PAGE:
Can you remember the managers you worked for who inspired you the most? What stands out about them?
We all seek different things with our teams, so your mileage will vary. But I'll bet you thought about someone who supported you, who took the time to understand your challenges, who gave you responsibility, and the room to fail and to learn from those failures.
Now what about the other kind of manager—the kind you might not have enjoyed?
Perhaps it was the micromanager, or someone who pressured you with unrealistic deadlines, or who took credit for your good work, or barked orders without rolling up his sleeves.
The juxtaposition of those two types of managers is the difference between a boss and a leader.
Bossy = FearfulA boss thinks in terms of "me," while a leader thinks of "we." A boss will take credit or blame others, while a leader will give credit and shoulder the blame. A boss issues commands, while a leader asks and listens.
A boss depends on the authority of the job title, while a leader leans on the entire team and builds mutual accountability and trust. A boss instills fear while a leader inspires with enthusiasm.
In the Top Stories section of yesterday's edition of The Full Monty, I explored fear and anger. The connection between the two is deeply woven into the human psyche. The animalistic "fight-or-flight" response is literally comprised of anger (fight) and fear (flight).
Jedi Master Yoda (hey, if these missives are about timeless wisdom, he was from "a long time ago in a galaxy far, far away") cautioned: "Fear leads to anger, anger leads to hate, hate leads to suffering."
And that's the point — your anger at work may eventually wear away, but in its absence you'll find bitterness. The kind of thing that will eat away at you.
In fact, in his essay "On Anger," Seneca wrote:
"There is no more stupefying thing than anger, nothing more bent on its own strength. If successful, none more arrogant, if foiled, none more insane—since it's not driven back by weariness even in defeat, when fortune removes its adversary it turns its teeth on itself."
And what have been been driven by over the last few years online, but fear and anger? It's the basis of much of what we're seeing in the news today.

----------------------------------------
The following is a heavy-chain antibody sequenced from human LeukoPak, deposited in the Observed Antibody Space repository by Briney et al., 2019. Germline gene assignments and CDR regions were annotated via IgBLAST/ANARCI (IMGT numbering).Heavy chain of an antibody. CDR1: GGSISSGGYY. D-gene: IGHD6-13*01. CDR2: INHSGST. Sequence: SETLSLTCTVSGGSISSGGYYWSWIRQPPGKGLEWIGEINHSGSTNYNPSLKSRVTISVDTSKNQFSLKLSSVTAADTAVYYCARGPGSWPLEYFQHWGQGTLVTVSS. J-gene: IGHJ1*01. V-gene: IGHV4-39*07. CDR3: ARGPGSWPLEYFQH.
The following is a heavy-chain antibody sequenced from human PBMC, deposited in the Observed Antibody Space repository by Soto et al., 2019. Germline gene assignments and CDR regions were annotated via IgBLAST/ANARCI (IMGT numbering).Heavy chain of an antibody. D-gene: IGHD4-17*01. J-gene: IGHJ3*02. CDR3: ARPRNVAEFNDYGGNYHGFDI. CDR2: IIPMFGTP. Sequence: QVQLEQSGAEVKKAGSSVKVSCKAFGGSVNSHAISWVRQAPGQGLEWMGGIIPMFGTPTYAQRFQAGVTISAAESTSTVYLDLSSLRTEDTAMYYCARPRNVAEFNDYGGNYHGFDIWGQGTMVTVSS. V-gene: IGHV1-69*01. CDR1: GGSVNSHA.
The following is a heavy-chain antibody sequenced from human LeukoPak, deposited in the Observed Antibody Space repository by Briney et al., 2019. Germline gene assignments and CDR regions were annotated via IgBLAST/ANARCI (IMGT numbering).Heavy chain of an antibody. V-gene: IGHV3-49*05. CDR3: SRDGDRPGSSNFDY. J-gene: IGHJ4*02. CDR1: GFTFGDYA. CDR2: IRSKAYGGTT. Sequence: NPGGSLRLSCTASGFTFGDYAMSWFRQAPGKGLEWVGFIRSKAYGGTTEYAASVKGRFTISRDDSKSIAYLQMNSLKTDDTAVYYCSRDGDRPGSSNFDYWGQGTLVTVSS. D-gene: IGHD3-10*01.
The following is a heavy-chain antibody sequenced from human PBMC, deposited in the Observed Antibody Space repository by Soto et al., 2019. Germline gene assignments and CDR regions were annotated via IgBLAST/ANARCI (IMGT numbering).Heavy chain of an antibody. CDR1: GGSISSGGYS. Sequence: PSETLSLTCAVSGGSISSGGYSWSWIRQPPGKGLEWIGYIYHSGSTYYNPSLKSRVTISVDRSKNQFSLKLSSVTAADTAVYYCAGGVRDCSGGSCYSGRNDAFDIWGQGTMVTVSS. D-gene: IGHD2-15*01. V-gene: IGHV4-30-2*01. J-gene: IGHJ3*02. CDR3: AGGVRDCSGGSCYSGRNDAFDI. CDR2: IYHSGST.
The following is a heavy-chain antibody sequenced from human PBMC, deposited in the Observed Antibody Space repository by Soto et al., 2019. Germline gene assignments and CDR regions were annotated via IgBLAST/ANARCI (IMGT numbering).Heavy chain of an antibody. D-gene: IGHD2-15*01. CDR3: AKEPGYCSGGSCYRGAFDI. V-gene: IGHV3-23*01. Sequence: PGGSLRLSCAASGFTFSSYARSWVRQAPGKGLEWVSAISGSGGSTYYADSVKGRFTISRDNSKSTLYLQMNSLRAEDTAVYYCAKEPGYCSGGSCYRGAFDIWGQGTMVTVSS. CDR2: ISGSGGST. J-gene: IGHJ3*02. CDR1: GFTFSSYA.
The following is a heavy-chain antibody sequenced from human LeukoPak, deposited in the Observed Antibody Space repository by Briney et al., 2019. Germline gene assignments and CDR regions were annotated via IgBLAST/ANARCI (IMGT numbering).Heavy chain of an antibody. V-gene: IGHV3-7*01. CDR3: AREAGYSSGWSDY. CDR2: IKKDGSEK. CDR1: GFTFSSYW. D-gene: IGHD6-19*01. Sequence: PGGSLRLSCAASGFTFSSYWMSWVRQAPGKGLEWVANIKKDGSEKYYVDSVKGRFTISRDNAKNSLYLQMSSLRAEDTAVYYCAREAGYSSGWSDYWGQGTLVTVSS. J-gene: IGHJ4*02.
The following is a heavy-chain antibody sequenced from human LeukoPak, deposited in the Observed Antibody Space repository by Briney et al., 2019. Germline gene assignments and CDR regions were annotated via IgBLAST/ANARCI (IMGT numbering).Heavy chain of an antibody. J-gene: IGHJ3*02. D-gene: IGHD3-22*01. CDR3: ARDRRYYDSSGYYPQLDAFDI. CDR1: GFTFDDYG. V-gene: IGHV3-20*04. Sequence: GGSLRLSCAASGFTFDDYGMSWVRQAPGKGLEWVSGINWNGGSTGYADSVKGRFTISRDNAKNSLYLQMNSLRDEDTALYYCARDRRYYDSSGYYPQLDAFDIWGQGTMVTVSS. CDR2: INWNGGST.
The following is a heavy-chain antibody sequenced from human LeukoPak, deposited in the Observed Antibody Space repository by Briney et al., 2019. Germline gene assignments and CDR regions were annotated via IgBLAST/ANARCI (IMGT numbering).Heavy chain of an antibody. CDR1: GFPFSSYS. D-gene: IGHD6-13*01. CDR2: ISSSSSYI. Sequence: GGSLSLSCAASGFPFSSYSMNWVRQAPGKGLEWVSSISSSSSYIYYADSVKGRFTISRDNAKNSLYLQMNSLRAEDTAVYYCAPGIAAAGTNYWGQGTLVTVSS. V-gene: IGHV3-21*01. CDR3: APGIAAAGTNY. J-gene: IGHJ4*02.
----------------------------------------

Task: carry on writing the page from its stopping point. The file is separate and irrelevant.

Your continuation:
Emotional Intelligence = EnthusiasmBy contrast, leaders manage to keep their heads above the din and provide a positive direction. They serve as something of a moral compass and cheerleader.
Most leaders that you admire are emotionally intelligent. That is, they are able to recognize their own feelings and other people's emotions, and to use that emotional information to guide thinking and behavior.
And what is leadership but getting along with other people?
The business world functions because people — colleagues, employees, customers, suppliers — work together. Negotiation, haggling, sales, setting vision, strategy and goals, and other key business functions require us to collaborate and interact with others in a constructive way.
The image above shows the Roman emperor Marcus Aurelius distributing bread to citizens. He was widely respected as a philosopher (a thinker!) and a philanthropist, as opposed to the very typical tyrannical emperors of the era.
He took joy in his life, because he took the time to reflect on his thoughts and deeds every day, documenting it along the way. He was very much an emotionally intelligent leader.
For my own part, I had the great fortune of working with Alan Mulally, the CEO of Ford Motor Company from 2006-2014 (I was there from 2008-2014). Alan was perpetually enthusiastic—about the company, about meeting people, about life—and it was infectious.
Alan lifted people up. He smiled. He asked questions. He made it so you couldn't help but want to get his approval.
Every day, every minute, he demonstrated the Heliotropic Effect. That is, he was light rather than darkness, and most living things seek out the light. We thrive on the positive.
Like Marcus Aurelius, Alan Mulally, and the leaders you no doubt have admired, inspiring people comes from joy and enthusiasm, not through fear and intimidation.
Make a difference to others. Be the sun, not the salt.